Mens Trouser Styles - A Brief Run Down and Some Go To Styles

Mens Trouser Styles - A Brief Run Down and Some Go To Styles

'When it comes to putting together an outfit, the task of creating a daily ensemble suitable to manage whatever tasks are at hand with a splash of style unique to you, often the last thing in mind is the type of trouser one might wear. Here we will unravel the history of the trouser from its humble and overtly functional origins to the modern era where various styles, silhouettes, colours and textures are considered part of everyday fashion.

It is widely accepted that the first type of trouser like garments were created around the same period as the domestication of horses in Asia between 3500-300bc. Born from the need to have an item of clothing that protected the legs and groin area from the rubbing caused by long rides. Across Europe the acceptance of trousers as part of the male wardrobe came much later – the Greeks and Romans alike much preferred dress style robes commonly known as a ‘Chiton’ or ‘Toga’ respectively. It was Edward VII, eldest son of Queen Victoria that made trouser creases fashionable during hes period of history. In fact, the term trouser might seem alien to you depending on your location around the globe. Here in the UK that’s our standard term, across the pond they are referred to as ‘pants’ or ‘slacks’ depending on style some might say. Historically they have been referred to as Breeches, Britches, Strides, or Pantaloons. 

So regardless of what you refer to them as, unless you live somewhere on the equator and live in shorts constantly, they are no doubt part of your wardrobe.

Dress trouser – the dress trouser is the most common trouser worn by folk who need or appreciate a formal look. Coming as part of a suit, the dress trouser can come with a button or a zip, have pockets on the back front or side, and often with pleating that allows for a more forgiving and flattering fit with a classy looking finish. Its worthy to note; Slacks is the common name given to formal trousers that do not belong to a suit.  

Go To Look – Wear a two piece or a three piece, for the office or an event, your suit must  fit your body shape, be the perfect length on your leg and be of a fabric colour and design that suits your skin tone and personality 

Corduroys – This type of trouser had its heyday in the swinging sixties with variations in wild colour and patterns and the classic bellbottom shape making them a real eye-opening statement of the time. They have long since declined in popularity in mens fashion, ask some of the younger generations and they might associate this trouser type with an old geography teacher, a historian or the like. Among the brave and bold in mens fashion and those confident enough in their sartorial selections, they are still very much a favourite. They can add texture and colour to an ordinarily drab outfit and have enough structure to be paired with some bold patterns.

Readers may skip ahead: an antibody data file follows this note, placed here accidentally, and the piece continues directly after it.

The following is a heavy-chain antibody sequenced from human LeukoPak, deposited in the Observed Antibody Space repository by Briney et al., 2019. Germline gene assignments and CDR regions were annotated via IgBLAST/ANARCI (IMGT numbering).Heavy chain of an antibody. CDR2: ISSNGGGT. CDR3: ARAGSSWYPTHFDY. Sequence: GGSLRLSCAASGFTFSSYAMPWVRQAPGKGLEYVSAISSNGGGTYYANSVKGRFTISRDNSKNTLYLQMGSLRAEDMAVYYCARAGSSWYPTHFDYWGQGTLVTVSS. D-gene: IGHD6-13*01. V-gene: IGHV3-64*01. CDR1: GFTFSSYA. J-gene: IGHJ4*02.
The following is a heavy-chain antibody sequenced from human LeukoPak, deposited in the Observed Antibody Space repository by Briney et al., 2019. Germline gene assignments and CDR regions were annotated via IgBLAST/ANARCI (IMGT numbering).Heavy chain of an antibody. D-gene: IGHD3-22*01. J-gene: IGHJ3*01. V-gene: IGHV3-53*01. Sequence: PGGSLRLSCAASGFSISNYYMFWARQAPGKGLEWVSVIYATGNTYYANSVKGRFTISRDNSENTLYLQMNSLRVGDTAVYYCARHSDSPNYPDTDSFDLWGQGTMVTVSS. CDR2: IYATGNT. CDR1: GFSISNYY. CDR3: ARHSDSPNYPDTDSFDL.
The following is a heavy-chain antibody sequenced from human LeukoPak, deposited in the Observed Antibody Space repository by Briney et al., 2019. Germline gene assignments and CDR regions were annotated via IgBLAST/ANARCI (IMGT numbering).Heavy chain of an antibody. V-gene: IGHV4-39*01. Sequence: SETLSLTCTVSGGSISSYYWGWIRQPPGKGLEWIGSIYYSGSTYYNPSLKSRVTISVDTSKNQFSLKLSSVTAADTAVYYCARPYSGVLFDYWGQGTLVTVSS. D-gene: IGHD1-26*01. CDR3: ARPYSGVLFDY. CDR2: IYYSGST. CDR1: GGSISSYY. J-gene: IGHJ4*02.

Go To Look – Earthy tones or vibrant ones, wear with bold patterned shirts, a waistcoat or jacket in an equally robust fabric would work well with these trousers.

Cargo – originally developed for military wear, the cargo trousers were designed to be functional and comfortable. They generally have a tapered leg or are hemmed at the ankle to ensure ease when moving around in rough or unknown terrain. Usually available in neutral colours as well as navy and Khaki, though don’t let the colour confuse with the trouser type.

Go To Look – boots, open necked shirt, loose knit pullover.

Chino – Similar to the cargo in their appearance, they were originally constructed using a twill weave and have a hidden cross-stitched seams creating a tough & durable garment. Also developed for military purposes, except they originated in China to supply the soldiers in the Philippines during the Spanish/American War.

Go To Look – Boat shoes, short sleeved shirt.

Khaki – Similar to the Chino, except constructed from heavier materials and thicker thread to withstand the colder temperatures and rough terrains. Most notable differences are the visible stitching and looser cut.

Go To Look – Shirt Blazer & Trainers.

Denim – Classically blue in colour, largely known as jeans, you now find denim in such a wide variety of colour & style on almost all types of garments. However, they originated during the gold rush period in the US, designed for the California gold miners as it was a relatively cheap yet very strong and durable material.

Go To Look – Double up if you dare, or if subtlety is more your thing, than wear a pair of classic indigo jeans with a tan or brown brogue and a crisp white or checked shirt.

Joggers – Not classically considered as a sartorial option, usually we associate joggers with sports or loungewear. However, in recent years all the big fashion houses from Gucci to Prada et al, have found ways to modernise the cuts and silhouettes and amalgamate sportswear and high fashion so much so that if you are brave almost anything is possible.

Go To Look – White T Shirt, Blue Oxford Shirt – sleeves rolled up, white trainers.





Photo by Henry & Co.: 

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